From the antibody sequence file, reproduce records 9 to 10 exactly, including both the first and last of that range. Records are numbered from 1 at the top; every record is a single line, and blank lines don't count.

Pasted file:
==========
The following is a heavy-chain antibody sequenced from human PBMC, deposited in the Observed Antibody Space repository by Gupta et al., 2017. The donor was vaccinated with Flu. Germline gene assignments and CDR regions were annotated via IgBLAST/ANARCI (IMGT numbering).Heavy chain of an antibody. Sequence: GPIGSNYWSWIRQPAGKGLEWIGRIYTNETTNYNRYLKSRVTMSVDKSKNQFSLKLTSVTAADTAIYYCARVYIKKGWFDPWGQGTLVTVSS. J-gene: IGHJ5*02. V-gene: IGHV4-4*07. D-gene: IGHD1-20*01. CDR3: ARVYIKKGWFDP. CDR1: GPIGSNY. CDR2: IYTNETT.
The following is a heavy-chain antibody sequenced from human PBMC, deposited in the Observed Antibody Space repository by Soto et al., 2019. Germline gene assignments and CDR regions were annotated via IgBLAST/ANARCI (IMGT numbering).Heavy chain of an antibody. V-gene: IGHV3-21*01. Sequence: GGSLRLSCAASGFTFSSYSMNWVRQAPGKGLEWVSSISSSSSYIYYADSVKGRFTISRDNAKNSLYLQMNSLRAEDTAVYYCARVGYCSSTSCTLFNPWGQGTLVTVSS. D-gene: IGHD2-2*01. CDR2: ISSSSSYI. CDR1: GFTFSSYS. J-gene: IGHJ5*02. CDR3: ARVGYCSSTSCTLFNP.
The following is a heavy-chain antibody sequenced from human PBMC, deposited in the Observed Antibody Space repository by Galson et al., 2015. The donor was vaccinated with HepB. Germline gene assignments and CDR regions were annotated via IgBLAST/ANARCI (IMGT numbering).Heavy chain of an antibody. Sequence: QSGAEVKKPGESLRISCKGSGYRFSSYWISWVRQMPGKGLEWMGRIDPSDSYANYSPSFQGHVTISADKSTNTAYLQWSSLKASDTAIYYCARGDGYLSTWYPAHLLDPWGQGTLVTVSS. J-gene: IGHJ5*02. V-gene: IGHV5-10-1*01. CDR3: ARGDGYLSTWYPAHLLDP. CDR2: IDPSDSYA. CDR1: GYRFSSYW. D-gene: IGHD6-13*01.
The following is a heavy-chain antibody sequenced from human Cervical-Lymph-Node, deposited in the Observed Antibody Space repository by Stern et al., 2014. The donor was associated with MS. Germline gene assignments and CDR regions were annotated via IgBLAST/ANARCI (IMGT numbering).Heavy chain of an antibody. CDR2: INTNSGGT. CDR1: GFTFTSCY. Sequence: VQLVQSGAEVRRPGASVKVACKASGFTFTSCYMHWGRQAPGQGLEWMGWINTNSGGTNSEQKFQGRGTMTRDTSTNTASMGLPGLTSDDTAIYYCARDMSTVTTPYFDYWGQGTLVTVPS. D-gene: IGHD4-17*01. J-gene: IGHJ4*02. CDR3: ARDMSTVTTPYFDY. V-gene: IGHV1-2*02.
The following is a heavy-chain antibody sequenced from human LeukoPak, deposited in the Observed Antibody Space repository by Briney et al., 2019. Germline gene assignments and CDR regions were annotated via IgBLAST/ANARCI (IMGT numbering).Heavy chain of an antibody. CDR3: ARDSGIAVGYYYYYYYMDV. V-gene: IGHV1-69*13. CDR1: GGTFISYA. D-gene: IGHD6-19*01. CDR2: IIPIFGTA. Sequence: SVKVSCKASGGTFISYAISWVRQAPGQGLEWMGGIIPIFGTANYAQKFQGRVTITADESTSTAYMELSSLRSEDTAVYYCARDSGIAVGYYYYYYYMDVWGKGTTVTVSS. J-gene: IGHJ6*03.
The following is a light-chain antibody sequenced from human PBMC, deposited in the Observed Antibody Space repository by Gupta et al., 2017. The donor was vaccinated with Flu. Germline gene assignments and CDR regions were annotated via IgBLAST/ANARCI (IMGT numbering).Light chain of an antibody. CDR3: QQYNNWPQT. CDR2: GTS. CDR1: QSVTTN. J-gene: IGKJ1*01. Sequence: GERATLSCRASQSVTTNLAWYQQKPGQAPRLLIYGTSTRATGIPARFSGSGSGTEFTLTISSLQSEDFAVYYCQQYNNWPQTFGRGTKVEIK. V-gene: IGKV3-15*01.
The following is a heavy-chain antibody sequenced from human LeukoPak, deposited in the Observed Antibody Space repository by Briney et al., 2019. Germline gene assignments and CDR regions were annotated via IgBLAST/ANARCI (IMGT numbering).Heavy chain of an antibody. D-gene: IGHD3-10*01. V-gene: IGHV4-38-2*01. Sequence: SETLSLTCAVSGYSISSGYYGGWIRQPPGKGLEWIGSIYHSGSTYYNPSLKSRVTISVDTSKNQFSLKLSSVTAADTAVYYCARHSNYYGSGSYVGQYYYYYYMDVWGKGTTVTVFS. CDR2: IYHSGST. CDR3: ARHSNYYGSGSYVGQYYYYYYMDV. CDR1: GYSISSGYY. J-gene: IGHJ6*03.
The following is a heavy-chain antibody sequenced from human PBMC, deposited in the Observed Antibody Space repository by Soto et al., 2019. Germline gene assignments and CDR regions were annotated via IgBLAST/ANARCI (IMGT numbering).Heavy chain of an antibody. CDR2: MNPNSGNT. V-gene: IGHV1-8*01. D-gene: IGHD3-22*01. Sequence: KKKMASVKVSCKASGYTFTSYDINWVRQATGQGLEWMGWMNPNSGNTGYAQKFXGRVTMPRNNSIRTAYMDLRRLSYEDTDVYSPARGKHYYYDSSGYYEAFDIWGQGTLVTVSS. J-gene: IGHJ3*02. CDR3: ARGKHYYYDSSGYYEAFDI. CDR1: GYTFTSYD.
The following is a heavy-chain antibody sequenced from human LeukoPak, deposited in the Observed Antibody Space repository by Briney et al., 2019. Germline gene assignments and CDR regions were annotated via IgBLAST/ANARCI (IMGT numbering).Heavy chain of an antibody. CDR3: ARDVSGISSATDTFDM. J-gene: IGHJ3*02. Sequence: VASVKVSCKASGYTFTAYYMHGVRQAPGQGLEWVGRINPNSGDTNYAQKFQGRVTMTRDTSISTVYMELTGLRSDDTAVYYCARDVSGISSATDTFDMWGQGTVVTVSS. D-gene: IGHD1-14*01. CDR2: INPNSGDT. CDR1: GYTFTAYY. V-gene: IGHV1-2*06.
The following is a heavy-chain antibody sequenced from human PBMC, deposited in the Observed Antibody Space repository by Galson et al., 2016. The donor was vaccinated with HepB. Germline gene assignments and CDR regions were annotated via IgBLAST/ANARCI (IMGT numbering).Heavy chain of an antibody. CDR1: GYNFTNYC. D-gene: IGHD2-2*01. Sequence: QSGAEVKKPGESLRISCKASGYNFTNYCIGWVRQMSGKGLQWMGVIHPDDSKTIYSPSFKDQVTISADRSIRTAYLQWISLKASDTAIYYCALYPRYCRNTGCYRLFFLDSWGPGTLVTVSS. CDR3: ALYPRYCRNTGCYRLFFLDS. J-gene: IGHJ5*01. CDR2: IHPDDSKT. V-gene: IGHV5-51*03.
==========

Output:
The following is a heavy-chain antibody sequenced from human LeukoPak, deposited in the Observed Antibody Space repository by Briney et al., 2019. Germline gene assignments and CDR regions were annotated via IgBLAST/ANARCI (IMGT numbering).Heavy chain of an antibody. CDR3: ARDVSGISSATDTFDM. J-gene: IGHJ3*02. Sequence: VASVKVSCKASGYTFTAYYMHGVRQAPGQGLEWVGRINPNSGDTNYAQKFQGRVTMTRDTSISTVYMELTGLRSDDTAVYYCARDVSGISSATDTFDMWGQGTVVTVSS. D-gene: IGHD1-14*01. CDR2: INPNSGDT. CDR1: GYTFTAYY. V-gene: IGHV1-2*06.
The following is a heavy-chain antibody sequenced from human PBMC, deposited in the Observed Antibody Space repository by Galson et al., 2016. The donor was vaccinated with HepB. Germline gene assignments and CDR regions were annotated via IgBLAST/ANARCI (IMGT numbering).Heavy chain of an antibody. CDR1: GYNFTNYC. D-gene: IGHD2-2*01. Sequence: QSGAEVKKPGESLRISCKASGYNFTNYCIGWVRQMSGKGLQWMGVIHPDDSKTIYSPSFKDQVTISADRSIRTAYLQWISLKASDTAIYYCALYPRYCRNTGCYRLFFLDSWGPGTLVTVSS. CDR3: ALYPRYCRNTGCYRLFFLDS. J-gene: IGHJ5*01. CDR2: IHPDDSKT. V-gene: IGHV5-51*03.